By Y. Kelvin. Remington College. 2019.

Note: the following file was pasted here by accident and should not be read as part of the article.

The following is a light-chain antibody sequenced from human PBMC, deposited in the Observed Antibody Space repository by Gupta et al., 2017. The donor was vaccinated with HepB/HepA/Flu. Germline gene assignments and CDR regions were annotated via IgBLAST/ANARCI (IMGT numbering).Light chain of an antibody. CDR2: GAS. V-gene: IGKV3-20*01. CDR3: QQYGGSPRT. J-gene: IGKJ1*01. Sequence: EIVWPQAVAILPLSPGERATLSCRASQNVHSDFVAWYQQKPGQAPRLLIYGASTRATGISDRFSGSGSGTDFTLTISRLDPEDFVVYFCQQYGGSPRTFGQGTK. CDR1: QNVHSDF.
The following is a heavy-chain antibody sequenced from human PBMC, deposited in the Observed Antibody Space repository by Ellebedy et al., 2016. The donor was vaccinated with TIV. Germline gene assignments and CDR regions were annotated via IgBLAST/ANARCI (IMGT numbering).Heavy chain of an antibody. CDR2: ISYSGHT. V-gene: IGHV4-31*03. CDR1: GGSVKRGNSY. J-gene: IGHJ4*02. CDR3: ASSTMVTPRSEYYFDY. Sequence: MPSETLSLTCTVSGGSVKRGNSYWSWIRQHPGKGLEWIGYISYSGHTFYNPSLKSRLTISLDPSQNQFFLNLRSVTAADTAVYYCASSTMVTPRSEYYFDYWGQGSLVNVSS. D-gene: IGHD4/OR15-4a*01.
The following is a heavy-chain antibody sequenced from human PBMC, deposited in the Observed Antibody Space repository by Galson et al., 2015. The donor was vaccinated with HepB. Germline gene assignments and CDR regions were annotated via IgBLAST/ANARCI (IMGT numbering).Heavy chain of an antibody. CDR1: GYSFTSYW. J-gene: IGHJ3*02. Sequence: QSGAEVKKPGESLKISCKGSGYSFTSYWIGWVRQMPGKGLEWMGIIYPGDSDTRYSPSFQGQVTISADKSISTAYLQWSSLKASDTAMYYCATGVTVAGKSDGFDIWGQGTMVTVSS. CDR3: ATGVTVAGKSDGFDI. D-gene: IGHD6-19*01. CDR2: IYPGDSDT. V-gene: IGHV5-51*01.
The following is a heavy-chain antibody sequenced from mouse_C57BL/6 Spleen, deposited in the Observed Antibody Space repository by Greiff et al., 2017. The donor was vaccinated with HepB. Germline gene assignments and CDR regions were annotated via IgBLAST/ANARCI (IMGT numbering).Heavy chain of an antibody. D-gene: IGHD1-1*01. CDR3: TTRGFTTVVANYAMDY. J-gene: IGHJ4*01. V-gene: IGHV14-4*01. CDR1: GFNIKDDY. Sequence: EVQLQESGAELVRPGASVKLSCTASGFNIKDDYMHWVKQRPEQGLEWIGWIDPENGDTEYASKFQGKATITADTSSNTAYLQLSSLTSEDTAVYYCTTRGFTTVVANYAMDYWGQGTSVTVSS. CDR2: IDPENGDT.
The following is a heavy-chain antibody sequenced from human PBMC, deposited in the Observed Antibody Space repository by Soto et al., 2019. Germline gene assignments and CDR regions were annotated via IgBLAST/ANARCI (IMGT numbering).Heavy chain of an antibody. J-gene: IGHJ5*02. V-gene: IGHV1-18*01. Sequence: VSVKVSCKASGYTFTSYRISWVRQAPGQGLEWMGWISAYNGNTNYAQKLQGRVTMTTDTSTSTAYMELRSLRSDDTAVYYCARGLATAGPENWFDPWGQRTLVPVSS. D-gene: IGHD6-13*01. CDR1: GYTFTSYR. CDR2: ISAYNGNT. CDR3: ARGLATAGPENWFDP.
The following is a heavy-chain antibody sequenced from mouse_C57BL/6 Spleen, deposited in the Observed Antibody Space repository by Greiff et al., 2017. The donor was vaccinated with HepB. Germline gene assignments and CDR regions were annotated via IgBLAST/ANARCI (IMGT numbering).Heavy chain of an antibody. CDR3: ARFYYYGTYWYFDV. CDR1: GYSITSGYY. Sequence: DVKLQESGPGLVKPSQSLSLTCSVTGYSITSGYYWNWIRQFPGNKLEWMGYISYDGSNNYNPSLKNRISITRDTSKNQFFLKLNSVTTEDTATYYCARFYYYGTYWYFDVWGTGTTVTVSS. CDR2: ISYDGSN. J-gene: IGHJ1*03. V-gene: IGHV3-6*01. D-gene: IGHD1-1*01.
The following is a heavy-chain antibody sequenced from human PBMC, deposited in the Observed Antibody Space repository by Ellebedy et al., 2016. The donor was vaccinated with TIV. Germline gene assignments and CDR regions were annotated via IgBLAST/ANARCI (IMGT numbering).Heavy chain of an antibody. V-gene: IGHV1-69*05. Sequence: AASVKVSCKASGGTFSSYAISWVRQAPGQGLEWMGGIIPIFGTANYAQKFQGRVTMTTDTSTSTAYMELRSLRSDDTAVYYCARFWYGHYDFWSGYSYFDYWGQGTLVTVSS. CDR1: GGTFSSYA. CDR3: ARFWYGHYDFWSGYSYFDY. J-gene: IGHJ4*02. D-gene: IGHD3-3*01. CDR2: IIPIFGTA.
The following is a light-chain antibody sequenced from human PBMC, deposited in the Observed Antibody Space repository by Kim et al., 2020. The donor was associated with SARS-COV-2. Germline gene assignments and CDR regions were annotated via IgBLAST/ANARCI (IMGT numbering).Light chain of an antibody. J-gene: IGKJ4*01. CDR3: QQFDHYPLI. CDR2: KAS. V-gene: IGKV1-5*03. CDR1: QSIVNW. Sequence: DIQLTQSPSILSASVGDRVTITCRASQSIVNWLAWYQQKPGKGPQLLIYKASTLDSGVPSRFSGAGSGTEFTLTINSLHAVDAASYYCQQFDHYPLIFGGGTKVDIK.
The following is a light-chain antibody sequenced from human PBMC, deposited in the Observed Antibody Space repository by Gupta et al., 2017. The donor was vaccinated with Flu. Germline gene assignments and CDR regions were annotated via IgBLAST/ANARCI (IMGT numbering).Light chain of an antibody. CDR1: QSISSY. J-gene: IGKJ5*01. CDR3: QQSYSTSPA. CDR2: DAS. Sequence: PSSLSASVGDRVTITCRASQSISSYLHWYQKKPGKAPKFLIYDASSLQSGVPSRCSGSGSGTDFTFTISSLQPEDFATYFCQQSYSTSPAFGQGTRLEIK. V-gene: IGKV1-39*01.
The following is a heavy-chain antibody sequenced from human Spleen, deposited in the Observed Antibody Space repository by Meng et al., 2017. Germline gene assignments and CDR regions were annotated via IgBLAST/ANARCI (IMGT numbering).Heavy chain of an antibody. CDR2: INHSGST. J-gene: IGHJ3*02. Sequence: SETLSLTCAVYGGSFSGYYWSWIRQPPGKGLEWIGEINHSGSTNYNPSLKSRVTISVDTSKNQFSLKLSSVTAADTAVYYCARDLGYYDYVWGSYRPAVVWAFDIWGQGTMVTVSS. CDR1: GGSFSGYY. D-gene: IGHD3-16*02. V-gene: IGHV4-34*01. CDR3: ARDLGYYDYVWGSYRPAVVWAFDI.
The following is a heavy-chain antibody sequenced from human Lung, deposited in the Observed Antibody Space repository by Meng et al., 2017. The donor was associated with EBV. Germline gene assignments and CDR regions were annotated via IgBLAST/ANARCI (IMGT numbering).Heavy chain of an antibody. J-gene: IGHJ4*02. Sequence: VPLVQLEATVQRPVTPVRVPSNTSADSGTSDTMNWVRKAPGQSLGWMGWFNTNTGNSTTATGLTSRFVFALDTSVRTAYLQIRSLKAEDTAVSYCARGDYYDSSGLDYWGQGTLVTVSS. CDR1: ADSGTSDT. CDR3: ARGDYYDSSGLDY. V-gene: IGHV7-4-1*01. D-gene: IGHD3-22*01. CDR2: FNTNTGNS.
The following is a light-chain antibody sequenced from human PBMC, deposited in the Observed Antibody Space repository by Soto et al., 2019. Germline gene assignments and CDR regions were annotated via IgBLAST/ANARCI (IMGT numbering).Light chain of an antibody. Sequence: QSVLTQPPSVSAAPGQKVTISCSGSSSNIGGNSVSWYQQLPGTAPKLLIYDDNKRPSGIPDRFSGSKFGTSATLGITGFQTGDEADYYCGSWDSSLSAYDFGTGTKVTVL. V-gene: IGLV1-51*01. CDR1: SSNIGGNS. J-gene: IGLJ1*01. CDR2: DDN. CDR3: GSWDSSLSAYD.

In 1840 Mayer was the physician on the schooner Java order discount flexeril online, which sailed for the East Indies discount flexeril 15 mg free shipping. While aboard ship best order for flexeril, he was reading a treatise by the French scientist Laurent Lavoisier in which Lavoisier suggested that the heat produced by animals is due to the slow combustion of food in their bodies. Lavoisier further noted that less food is burned by the body in a hot environment than in a cold one. He noticed that the venous blood, which is normally dark red, was nearly as red as arterial blood. Because in the tropics less fuel is burned in the body, the oxygen content of the venal blood is high, giving it the brighter color. Mayer then went beyond Lavoisier’s theory and suggested that in the body there is an exact balance of energy (which he called force). The energy released by the food is balanced by the lost body heat and the work done by the body. Mayer wrote in an article published in 1842, “Once in existence, force [energy] cannot be annihilated— it can only change its form. Conservation of energy is implicit in all our calculations of energy balance in living systems. The body of an animal contains internal thermal energy Et, which is the product of the mass and speciﬁc heat, and chemical energy Ec stored in the tissue of the body. In terms of energy, the activities of an animal consist of simply eating, working, and rejecting excess heat by means of various cooling mechanisms (radiation, convection, etc. Without going into detailed calculations, the ﬁrst law allows us to draw some conclusions about the energetics of the animal. For example, if the internal temperature and the weight of the animal are to remain constant (i. An imbalance between intake and output energy implies a change in the sum Ec + Et. The First Law of Thermodynamics is implicit in all the numerical calculations presented in Chapter 11. For example, when an object falls from a table to the ground, its potential energy is ﬁrst converted into kinetic energy; then, as the object comes to rest on the ground, the kinetic energy is converted into heat. The First Law of Thermodynamics does not forbid the reverse process, whereby the heat from the ﬂoor would enter the object and be converted into kinetic energy, causing the object to jump back on the table. The irreversibility of these types of events is intimately connected with the probabilistic behavior of systems comprised of a large ensemble of subunits. Suppose that we now shake the tray so that each coin has an equal chance of landing on the tray with either head or tail up. Of these, only one yields the original ordered arrangement of three heads (H,H,H). Because the probabilities of obtaining any one of the coin arrangements in Table 10. As the number of coins in the experiment is increased, the probability of returning to the ordered arrangement of all heads decreases. With 10 coins on the tray, the probability of obtaining all heads after shaking the tray is 0. We could shake the tray for many years without seeing the ordered arrangement again. In summary, the following is to be noted from this illus- tration: The number of possible coin arrangements is large, and only one of them is the ordered arrangement; therefore, although any one of the coin arrangements—including the ordered one—is equally likely, the probability of returning to an ordered arrangement is small. As the number of coins in the ensemble increases, the probability of returning to an ordered arrangement decreases. In other words, if we disturb an ordered arrangement, it is likely to become disordered. This type of behavior is characteristic of all events that involve a collective behavior of many components. The Second Law of Thermodynamics is a statement about the type of prob- abilistic behavior illustrated by our coin experiment. One statement of the second law is: The direction of spontaneous change in a system is from an arrangement of lesser probability to an arrangement of greater probability; that is, from order to disorder. This statement may seem to be so obvious as to be trivial, but, once the universal applicability of the second law is recognized, its implications are seen to be enormous. We can deduce from the second law the limitations on information transmission, the meaning of time sequence, and even the fate of the universe. One important implication of the second law is the limitation on the con- version of heat and internal energy to work. This restriction can be understood by examining the diﬀerence between heat and other forms of energy. Yet when we examined the details of this energy transfer, we saw that it could be attributed to transfer of a speciﬁc type of energy such as kinetic, vibrational, electromagnetic, or any combination of these (see Chapter 9). It is, in fact, possible to develop a theory of thermodynamics without using the con- cept of heat explicitly, but we would then have to deal with each type of energy transfer separately, and this would be diﬃcult and cumbersome. In many cases, energy is being transferred to or from a body by diﬀerent methods, and keeping track of each of these is often not possible and usually not necessary. The main feature that distinguishes heat from other forms of energy is the random nature of its manifestations. Similarly, when heat is transferred by radiation, the propagating waves travel in random directions. The radiation is emitted over a wide wavelength (color) range, and the phases of the wave along the wave front are random. Chemical energy, for example, is present by virtue of speciﬁc arrangements of atoms in a molecule. Potential energy is due to the well-deﬁned position, or conﬁguration, of an object. While one form of energy can be converted to another, heat energy, because of its random nature, cannot be completely converted to other forms of energy. First, let us examine how heat is converted to work in a heat engine (for example, the steam engine). Heat ﬂows into the gas; this increases the kinetic energy of the gas molecules and, therefore, raises the internal energy of the gas. The molecules moving in the direction of the piston collide with the piston and exert a force on it. The heat added to the gas causes the molecules in the cylinder to move in random directions, but only the molecules that move in the direction of the piston can exert a force on it. Therefore, the kinetic energy of only the molecules that move toward the piston can be converted into work. For the added heat to be completely converted into work, all the gas molecules would have to move in the direction of the piston motion. The odds against the complete conversion of 1 cal of heat into work can be expressed in terms of a group of monkeys who are hitting typewriter keys at random and who by chance type out the complete works of Shakespeare without error. Although some of the random thermal motion can be ordered again, the ordering of all the motion is very improbable. Because the probability of completely converting heat to work is vanishingly small, the Second Law of Thermodynamics states categorically that it is impossible.